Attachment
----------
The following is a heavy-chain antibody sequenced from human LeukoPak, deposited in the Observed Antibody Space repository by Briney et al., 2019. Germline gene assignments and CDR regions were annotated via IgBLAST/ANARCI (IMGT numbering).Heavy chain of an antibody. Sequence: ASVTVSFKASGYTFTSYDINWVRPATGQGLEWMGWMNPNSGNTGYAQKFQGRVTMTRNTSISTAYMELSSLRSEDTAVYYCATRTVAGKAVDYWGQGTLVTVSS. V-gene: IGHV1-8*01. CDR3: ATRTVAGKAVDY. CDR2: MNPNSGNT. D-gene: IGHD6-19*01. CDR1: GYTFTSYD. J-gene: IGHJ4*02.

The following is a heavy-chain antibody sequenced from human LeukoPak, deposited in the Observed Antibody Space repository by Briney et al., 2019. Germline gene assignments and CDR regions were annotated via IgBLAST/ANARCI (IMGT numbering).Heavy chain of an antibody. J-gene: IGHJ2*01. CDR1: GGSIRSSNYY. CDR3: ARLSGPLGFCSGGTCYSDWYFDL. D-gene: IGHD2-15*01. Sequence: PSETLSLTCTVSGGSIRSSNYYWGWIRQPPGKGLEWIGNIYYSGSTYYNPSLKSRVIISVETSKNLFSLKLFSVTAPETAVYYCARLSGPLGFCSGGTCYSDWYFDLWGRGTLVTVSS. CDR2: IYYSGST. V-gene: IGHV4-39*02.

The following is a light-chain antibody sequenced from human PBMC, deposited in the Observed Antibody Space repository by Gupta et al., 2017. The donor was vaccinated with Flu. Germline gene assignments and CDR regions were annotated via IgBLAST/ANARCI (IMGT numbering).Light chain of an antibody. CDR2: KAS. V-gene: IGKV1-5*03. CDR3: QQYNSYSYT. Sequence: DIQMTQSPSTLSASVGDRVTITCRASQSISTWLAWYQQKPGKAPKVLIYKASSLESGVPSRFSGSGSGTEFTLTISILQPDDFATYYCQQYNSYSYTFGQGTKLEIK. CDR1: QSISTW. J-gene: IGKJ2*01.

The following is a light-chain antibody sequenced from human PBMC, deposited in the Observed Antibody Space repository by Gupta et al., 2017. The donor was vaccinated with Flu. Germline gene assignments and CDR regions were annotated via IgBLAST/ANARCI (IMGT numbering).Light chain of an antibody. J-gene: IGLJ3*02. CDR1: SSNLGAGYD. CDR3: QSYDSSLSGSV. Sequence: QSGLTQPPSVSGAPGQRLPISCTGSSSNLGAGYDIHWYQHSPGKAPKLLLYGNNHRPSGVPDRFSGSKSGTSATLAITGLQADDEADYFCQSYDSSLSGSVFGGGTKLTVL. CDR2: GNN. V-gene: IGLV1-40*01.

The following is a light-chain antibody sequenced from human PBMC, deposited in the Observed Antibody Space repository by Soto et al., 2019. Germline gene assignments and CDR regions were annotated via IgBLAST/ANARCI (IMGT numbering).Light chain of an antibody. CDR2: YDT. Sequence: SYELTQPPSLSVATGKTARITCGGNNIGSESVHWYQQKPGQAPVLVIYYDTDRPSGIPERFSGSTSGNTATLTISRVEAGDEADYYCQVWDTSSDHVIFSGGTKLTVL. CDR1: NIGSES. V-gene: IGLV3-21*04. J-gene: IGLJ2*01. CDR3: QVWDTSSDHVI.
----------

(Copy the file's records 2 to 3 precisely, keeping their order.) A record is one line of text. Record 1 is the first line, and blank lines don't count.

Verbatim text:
The following is a heavy-chain antibody sequenced from human LeukoPak, deposited in the Observed Antibody Space repository by Briney et al., 2019. Germline gene assignments and CDR regions were annotated via IgBLAST/ANARCI (IMGT numbering).Heavy chain of an antibody. J-gene: IGHJ2*01. CDR1: GGSIRSSNYY. CDR3: ARLSGPLGFCSGGTCYSDWYFDL. D-gene: IGHD2-15*01. Sequence: PSETLSLTCTVSGGSIRSSNYYWGWIRQPPGKGLEWIGNIYYSGSTYYNPSLKSRVIISVETSKNLFSLKLFSVTAPETAVYYCARLSGPLGFCSGGTCYSDWYFDLWGRGTLVTVSS. CDR2: IYYSGST. V-gene: IGHV4-39*02.

The following is a light-chain antibody sequenced from human PBMC, deposited in the Observed Antibody Space repository by Gupta et al., 2017. The donor was vaccinated with Flu. Germline gene assignments and CDR regions were annotated via IgBLAST/ANARCI (IMGT numbering).Light chain of an antibody. CDR2: KAS. V-gene: IGKV1-5*03. CDR3: QQYNSYSYT. Sequence: DIQMTQSPSTLSASVGDRVTITCRASQSISTWLAWYQQKPGKAPKVLIYKASSLESGVPSRFSGSGSGTEFTLTISILQPDDFATYYCQQYNSYSYTFGQGTKLEIK. CDR1: QSISTW. J-gene: IGKJ2*01.